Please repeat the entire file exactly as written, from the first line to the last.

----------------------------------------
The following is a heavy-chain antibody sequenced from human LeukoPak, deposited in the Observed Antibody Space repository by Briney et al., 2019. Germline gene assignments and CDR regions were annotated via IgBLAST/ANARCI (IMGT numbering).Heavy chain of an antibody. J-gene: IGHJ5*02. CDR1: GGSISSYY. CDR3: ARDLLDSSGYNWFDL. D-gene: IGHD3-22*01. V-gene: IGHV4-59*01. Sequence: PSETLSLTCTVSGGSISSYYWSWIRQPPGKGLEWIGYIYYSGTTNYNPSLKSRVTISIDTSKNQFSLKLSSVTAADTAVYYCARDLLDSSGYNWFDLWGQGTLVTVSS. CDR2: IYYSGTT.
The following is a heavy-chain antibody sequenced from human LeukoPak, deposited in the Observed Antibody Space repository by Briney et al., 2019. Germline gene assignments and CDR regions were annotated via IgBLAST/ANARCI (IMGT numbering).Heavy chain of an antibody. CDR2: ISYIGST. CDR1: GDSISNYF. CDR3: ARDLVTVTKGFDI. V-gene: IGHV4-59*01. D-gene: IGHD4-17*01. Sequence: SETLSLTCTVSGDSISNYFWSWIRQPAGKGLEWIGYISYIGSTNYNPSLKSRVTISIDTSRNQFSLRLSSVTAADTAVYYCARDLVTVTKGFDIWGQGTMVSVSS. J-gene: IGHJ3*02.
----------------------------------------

The following is a heavy-chain antibody sequenced from human LeukoPak, deposited in the Observed Antibody Space repository by Briney et al., 2019. Germline gene assignments and CDR regions were annotated via IgBLAST/ANARCI (IMGT numbering).Heavy chain of an antibody. J-gene: IGHJ5*02. CDR1: GGSISSYY. CDR3: ARDLLDSSGYNWFDL. D-gene: IGHD3-22*01. V-gene: IGHV4-59*01. Sequence: PSETLSLTCTVSGGSISSYYWSWIRQPPGKGLEWIGYIYYSGTTNYNPSLKSRVTISIDTSKNQFSLKLSSVTAADTAVYYCARDLLDSSGYNWFDLWGQGTLVTVSS. CDR2: IYYSGTT.
The following is a heavy-chain antibody sequenced from human LeukoPak, deposited in the Observed Antibody Space repository by Briney et al., 2019. Germline gene assignments and CDR regions were annotated via IgBLAST/ANARCI (IMGT numbering).Heavy chain of an antibody. CDR2: ISYIGST. CDR1: GDSISNYF. CDR3: ARDLVTVTKGFDI. V-gene: IGHV4-59*01. D-gene: IGHD4-17*01. Sequence: SETLSLTCTVSGDSISNYFWSWIRQPAGKGLEWIGYISYIGSTNYNPSLKSRVTISIDTSRNQFSLRLSSVTAADTAVYYCARDLVTVTKGFDIWGQGTMVSVSS. J-gene: IGHJ3*02.